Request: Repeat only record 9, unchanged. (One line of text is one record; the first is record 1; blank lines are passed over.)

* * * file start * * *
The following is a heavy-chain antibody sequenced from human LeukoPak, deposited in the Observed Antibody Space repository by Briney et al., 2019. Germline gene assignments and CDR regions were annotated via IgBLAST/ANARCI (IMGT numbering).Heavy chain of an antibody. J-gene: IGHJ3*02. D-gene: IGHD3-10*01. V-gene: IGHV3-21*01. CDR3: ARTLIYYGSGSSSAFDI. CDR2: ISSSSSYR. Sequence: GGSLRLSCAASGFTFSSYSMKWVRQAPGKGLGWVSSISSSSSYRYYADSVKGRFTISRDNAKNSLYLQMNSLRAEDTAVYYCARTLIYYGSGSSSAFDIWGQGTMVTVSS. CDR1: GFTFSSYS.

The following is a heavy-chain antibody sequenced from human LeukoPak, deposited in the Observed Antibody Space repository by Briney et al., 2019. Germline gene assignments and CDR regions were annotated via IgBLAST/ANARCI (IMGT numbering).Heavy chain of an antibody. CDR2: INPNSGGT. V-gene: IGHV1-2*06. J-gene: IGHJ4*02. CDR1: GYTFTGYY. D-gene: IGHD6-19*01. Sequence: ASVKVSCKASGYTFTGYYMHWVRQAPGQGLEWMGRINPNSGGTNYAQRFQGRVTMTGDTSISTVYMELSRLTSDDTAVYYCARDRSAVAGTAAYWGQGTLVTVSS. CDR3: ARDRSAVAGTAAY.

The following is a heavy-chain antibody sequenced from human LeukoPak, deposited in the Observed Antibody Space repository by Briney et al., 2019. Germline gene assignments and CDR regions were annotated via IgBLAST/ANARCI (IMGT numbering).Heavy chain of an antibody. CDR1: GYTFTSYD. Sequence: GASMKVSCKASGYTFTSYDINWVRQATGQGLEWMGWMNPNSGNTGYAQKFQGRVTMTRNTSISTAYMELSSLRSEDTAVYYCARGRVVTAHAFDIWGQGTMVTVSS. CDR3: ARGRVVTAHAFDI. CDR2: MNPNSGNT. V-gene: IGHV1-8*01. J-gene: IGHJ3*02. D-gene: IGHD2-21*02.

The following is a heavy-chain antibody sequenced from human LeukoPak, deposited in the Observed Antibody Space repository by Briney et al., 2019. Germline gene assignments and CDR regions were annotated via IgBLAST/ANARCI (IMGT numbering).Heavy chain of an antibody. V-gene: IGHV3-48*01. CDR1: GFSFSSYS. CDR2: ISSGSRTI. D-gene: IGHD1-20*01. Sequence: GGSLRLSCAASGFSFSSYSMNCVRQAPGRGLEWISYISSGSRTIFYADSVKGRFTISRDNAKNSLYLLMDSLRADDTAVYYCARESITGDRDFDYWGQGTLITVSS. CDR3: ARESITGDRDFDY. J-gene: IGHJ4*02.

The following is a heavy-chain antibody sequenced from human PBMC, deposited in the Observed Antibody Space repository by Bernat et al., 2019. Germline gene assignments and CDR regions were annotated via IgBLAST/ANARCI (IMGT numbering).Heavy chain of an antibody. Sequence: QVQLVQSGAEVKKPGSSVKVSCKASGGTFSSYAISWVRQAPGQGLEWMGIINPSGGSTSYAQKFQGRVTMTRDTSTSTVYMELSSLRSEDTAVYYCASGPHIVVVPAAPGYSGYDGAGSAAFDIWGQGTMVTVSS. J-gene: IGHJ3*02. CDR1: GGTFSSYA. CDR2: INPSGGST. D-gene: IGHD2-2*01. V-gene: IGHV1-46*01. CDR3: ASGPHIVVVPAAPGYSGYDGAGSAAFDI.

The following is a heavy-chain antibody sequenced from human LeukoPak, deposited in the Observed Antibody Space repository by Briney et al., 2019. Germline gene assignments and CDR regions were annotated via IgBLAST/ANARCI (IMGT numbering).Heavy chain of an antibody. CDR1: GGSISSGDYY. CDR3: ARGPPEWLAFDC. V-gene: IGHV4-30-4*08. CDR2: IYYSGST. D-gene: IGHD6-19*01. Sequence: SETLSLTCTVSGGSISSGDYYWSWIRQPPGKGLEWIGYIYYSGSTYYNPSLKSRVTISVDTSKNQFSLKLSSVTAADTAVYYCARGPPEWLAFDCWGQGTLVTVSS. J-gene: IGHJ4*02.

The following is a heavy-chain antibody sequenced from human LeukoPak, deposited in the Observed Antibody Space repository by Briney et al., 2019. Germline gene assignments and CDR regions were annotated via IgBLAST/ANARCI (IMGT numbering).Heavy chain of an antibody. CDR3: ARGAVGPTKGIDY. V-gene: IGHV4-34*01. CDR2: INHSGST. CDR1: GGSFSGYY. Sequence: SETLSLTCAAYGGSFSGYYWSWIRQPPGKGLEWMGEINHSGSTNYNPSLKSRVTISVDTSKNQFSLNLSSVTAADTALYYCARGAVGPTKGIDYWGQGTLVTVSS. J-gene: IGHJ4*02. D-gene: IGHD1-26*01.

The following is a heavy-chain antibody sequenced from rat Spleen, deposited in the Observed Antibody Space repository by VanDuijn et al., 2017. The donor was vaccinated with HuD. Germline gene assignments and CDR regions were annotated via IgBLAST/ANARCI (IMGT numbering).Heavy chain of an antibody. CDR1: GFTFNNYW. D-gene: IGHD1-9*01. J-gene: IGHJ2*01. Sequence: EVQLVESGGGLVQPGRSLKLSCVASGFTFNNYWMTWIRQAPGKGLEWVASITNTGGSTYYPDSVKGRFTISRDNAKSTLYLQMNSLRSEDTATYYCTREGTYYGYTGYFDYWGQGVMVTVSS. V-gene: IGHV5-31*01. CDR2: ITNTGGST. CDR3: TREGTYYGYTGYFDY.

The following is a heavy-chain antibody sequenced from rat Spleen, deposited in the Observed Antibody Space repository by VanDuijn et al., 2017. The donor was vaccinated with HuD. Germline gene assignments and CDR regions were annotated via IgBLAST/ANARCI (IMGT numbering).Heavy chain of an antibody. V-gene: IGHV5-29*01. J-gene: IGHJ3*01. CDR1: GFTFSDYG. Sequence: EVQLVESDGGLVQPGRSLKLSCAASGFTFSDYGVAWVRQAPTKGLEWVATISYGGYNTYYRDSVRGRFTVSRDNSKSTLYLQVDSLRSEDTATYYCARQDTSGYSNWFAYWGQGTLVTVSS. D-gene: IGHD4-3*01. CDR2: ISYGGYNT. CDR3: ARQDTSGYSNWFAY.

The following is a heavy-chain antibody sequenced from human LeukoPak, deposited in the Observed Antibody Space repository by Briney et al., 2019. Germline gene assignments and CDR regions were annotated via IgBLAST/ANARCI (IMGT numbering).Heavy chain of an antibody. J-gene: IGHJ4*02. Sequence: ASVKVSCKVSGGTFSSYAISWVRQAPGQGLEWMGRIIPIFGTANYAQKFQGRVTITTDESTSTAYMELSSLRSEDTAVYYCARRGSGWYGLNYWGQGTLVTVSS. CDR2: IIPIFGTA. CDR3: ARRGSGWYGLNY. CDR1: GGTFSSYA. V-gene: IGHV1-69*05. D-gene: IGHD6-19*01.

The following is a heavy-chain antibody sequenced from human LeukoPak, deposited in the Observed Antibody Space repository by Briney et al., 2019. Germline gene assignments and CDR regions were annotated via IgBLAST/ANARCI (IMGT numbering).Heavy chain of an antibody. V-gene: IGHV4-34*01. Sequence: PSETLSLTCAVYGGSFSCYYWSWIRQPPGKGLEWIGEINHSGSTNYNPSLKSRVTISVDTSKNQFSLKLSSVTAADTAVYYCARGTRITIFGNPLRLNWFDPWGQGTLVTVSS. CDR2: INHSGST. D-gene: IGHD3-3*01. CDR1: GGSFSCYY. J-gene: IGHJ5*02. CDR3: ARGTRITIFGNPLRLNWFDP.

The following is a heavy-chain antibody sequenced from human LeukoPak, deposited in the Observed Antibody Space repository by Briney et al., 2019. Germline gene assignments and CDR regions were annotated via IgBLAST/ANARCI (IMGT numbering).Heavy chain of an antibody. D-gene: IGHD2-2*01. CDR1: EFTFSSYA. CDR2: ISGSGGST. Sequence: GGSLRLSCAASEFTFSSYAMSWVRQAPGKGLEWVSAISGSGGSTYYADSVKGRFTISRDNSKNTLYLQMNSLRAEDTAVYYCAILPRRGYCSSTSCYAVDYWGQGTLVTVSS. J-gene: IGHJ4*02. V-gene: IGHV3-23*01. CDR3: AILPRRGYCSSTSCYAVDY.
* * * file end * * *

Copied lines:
The following is a heavy-chain antibody sequenced from rat Spleen, deposited in the Observed Antibody Space repository by VanDuijn et al., 2017. The donor was vaccinated with HuD. Germline gene assignments and CDR regions were annotated via IgBLAST/ANARCI (IMGT numbering).Heavy chain of an antibody. V-gene: IGHV5-29*01. J-gene: IGHJ3*01. CDR1: GFTFSDYG. Sequence: EVQLVESDGGLVQPGRSLKLSCAASGFTFSDYGVAWVRQAPTKGLEWVATISYGGYNTYYRDSVRGRFTVSRDNSKSTLYLQVDSLRSEDTATYYCARQDTSGYSNWFAYWGQGTLVTVSS. D-gene: IGHD4-3*01. CDR2: ISYGGYNT. CDR3: ARQDTSGYSNWFAY.